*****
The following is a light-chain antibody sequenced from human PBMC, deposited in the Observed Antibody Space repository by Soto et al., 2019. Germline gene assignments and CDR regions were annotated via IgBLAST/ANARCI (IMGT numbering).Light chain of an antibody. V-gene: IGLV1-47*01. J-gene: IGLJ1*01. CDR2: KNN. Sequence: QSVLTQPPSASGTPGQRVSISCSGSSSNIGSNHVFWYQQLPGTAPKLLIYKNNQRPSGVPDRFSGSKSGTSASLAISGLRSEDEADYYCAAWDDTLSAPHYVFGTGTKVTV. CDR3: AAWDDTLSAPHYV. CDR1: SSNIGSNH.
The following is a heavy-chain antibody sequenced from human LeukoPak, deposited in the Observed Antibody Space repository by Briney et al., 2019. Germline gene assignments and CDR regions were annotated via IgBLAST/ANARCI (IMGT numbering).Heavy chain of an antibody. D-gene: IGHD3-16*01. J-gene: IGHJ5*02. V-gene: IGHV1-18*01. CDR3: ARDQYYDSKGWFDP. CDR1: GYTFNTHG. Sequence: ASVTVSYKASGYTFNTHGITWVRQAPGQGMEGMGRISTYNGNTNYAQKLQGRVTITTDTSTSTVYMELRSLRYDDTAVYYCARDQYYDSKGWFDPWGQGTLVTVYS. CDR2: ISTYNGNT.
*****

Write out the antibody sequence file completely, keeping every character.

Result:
The following is a light-chain antibody sequenced from human PBMC, deposited in the Observed Antibody Space repository by Soto et al., 2019. Germline gene assignments and CDR regions were annotated via IgBLAST/ANARCI (IMGT numbering).Light chain of an antibody. V-gene: IGLV1-47*01. J-gene: IGLJ1*01. CDR2: KNN. Sequence: QSVLTQPPSASGTPGQRVSISCSGSSSNIGSNHVFWYQQLPGTAPKLLIYKNNQRPSGVPDRFSGSKSGTSASLAISGLRSEDEADYYCAAWDDTLSAPHYVFGTGTKVTV. CDR3: AAWDDTLSAPHYV. CDR1: SSNIGSNH.
The following is a heavy-chain antibody sequenced from human LeukoPak, deposited in the Observed Antibody Space repository by Briney et al., 2019. Germline gene assignments and CDR regions were annotated via IgBLAST/ANARCI (IMGT numbering).Heavy chain of an antibody. D-gene: IGHD3-16*01. J-gene: IGHJ5*02. V-gene: IGHV1-18*01. CDR3: ARDQYYDSKGWFDP. CDR1: GYTFNTHG. Sequence: ASVTVSYKASGYTFNTHGITWVRQAPGQGMEGMGRISTYNGNTNYAQKLQGRVTITTDTSTSTVYMELRSLRYDDTAVYYCARDQYYDSKGWFDPWGQGTLVTVYS. CDR2: ISTYNGNT.